Australian unions guarantee no ban on war materials

By Terry Cook
26 March 2003

On March 2, a front-page article in the Sunday Herald Sun reported that the Australian Council of Trade Unions (ACTU) would consider a Victorian Trades Hall Council (VTHC) proposal for bans on the movement of war materials if the US-led assault on Iraq went ahead.

No doubt, the news would have come as a surprise to most workers, since the trade unions have been almost invisible in the mass antiwar movement. Some unions have belatedly issued low-key calls for their members to attend antiwar rallies. No significant union contingents have been seen at the rallies, although tens of thousands of working people have participated.

If the newspaper article created the illusion that the unions were about to take decisive action, this was short-lived. Defence Minister Robert Hill denounced any move to ban war supplies as “appalling” and demanded that Australian Labor Party leader Simon Crean “fix this problem today”. The official reprimand was enough to send union officials scurrying to issue impassioned denials.

VTHC secretary Leigh Hubbard assured Hill the next day that banning war supplies had never been discussed “amongst Victorian unions or amongst national unions”. Any industrial action in relation to the war would be “limited and symbolic in nature,” Hubbard declared. “The union movement has never, and will never, put the safety of either civilians or combatants at risk.”

Hubbard was quickly joined by ACTU president Sharon Burrow. Unions “respected that troops had an obligation to obey orders from the federal government,” she declared. While the ACTU supported the peace movement, “at no time would we oppose food and materials being sent to support troops”.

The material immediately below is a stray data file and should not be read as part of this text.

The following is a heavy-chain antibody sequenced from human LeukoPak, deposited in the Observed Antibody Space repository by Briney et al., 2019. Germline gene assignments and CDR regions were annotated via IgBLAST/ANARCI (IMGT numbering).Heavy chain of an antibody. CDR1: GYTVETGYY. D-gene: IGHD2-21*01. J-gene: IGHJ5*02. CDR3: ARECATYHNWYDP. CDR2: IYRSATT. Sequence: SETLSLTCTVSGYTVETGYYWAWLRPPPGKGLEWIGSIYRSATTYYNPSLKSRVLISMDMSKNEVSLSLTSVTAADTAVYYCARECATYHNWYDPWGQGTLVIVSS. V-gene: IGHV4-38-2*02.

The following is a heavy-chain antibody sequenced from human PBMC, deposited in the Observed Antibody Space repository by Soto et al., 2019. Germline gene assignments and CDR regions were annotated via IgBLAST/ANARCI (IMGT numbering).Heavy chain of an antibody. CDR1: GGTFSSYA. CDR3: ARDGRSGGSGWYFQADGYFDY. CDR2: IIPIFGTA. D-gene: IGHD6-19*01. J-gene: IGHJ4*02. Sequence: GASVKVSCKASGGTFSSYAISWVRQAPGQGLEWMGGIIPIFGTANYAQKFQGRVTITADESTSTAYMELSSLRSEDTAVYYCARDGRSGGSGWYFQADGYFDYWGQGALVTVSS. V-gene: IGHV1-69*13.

To make sure there was no doubt, Australian Manufacturing Workers Union (AMWU) Queensland state secretary David Harrison declared on March 3 that his union was opposed to war on Iraq, but it did not “serve any purpose to try and deprive them (Australian military forces) of the means to do their job”.

Harrison did not care to elaborate on the “job” that the Australian armed forces have been sent to perform. They have been dispatched to bolster a criminal, one-sided assault on a weak and impoverished nation in the interests of the US and Australian ruling elite.

Contrary to Hubbard’s claims that the unions would never endanger the safety of civilians or combatants, ensuring a continuous flow of war materials does precisely that. It will directly aid the Howard government to pursue its predatory war aims and help keep Australian military personnel in the field to kill and be killed.

The rejection by the unions of any action to block war supplies underscores their transformation over the past 20 years into open agencies of big business, without a trace of opposition to its dictates.

In 1967, the Seamens Union of Australia supported rank-and-file seafarers who refused to man ANL-line ships the Boonaroo and Japarit, which were carrying supplies for Australian troops fighting with US forces against the Vietnamese people. Now the unions are blocking any repetition of even these limited protests.